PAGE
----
Government unveils its plans for the new Renters Reform Bill
The government has finally unveiled its plans for the new Renters Reform Bill during the Queen’s Speech.
The new laws will impact landlords and tenants across the UK to create, the government says, a fair and effective market.
The move will also, it has been confirmed, lead to the abolition of section 21 ‘no-fault’ eviction notices.
That’s when a landlord has no obligation to give a tenant a reason for ending their tenancy.
Compel landlords to give a valid reason for evicting a tenant
Now, the Renters Reform Bill will compel landlords to give a valid reason for evicting a tenant and an ombudsman will be introduced so that any dispute between tenants and private landlords can be resolved without having to go to court.
The bill will also introduce stronger possession grounds should there be repeated incidences of rent arrears and when there is antisocial behaviour, the notice period will be reduced.
Michael Gove, the Levelling Up and Housing Secretary, said: “Too many renters are living in unsafe, damp and cold homes and are powerless to put it right under the threat of eviction.”
He said that new laws will bring an end to the ‘injustice’ and boost the rights and living conditions for millions of tenants.
Strengthen a landlord’s rights of possession
The government says it will strengthen a landlord’s rights of possession so that ‘landlords can regain their property efficiently when needed’.
The government has also revealed that a property portal will be established so that landlords will better understand their responsibilities to tenants.
However, the new landlords’ portal will also give a performance indication for potential tenants and renters will be able to hold their landlord to account.
A briefing document for the new bill highlights that the abolition of section 21 notices will ‘empower tenants’ to challenge unfair rent increases and poor practice ‘without fear of retaliatory eviction’.
Lifetime deposits and a national landlords’ register in England
The White Paper will be unveiled next month, and it appears that the proposals for lifetime deposits and a national landlords’ register in England have been dropped. They were part of the original proposals for a Renters Reform Bill.
The White Paper will also spell out that the Decent Homes Standard will now be legally binding in the private rented sector for the first time.
The chief executive of the lettings platform, Goodlord, Tom Mundy, said that the Renters Reform Bill is “definitely back on the table” after so many delays.
He added: “Now it’s back on the agenda, the government must provide landlords, letting agents and tenants the clarity needed for moving forward with confidence.”
Mr Mundy said that uncertainty will do the market no good - particularly when regulations are ever-changing and there are new requirements being introduced.
‘Significant impact on letting agents and their landlords’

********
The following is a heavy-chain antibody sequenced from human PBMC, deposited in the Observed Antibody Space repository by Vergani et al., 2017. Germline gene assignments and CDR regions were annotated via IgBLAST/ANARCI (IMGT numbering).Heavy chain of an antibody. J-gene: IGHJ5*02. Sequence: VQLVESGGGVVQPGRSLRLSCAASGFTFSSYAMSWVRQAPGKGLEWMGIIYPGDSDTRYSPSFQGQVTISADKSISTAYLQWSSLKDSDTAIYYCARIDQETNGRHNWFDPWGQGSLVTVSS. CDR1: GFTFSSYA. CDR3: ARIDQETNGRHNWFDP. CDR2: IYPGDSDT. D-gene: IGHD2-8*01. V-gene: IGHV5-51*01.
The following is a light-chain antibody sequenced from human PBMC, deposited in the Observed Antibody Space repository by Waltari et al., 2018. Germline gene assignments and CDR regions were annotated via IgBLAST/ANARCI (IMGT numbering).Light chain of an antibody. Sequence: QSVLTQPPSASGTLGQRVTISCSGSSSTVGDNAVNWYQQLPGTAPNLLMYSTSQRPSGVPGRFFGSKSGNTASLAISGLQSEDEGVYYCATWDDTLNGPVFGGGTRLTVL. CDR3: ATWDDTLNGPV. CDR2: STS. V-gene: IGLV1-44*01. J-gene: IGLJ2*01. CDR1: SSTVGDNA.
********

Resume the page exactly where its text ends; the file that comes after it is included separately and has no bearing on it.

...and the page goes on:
Propertymark’s head of policy and campaigns, Timothy Douglas, said: “The measures proposed will have significant impact on letting agents and their landlords and tenants in England.
“What we need is balance throughout the court and possession processes to ensure that landlords and agents have access to regain possession when justified.”
He added: “The introduction of legally binding standards across the rented sector is welcome, in principle.”
Mr Douglas says that legislators need to be aware of the variety of property types that exist currently in the private rented sector before deciding on what those legally binding standards are.
‘What the Renters Reform Bill will look like’
Simon Thompson, the managing director of Accommodation for Students, said: “There are no real surprises in the government’s announcement of what the Renters Reform Bill will look like so we will have to wait until the details are published.
“And when they are, all landlords and agents will be taking a keen interest in how and when the removal of section 21 will take place and what the new system for possessions will look like.”
The top five cities for student landlords to invest in
Meanwhile, the top five cities for delivering the best chance of profits for student landlords in the UK have been revealed.
Research from CIA Landlords looked at the average student rent in each university city, the cost of property and student demand.
They found that the city offering the best opportunity for potential profits as a student landlord is London with an average monthly rent of £2,565.
Cost of investment will put off potential student landlords
However, the insurance platform says that the cost of investment will put off potential student landlord investors who instead should look at Belfast which offers landlords an average rent of £832 per month.
Durham is in third place with a monthly rent of £782, and in the fourth spot is Edinburgh where students are paying, on average, £1,285.
Manchester is in fifth place with an average rent of £1,160.
Other cities offering decent returns for student landlords include Leeds, Glasgow, Birmingham, and Coventry, as well as Oxford.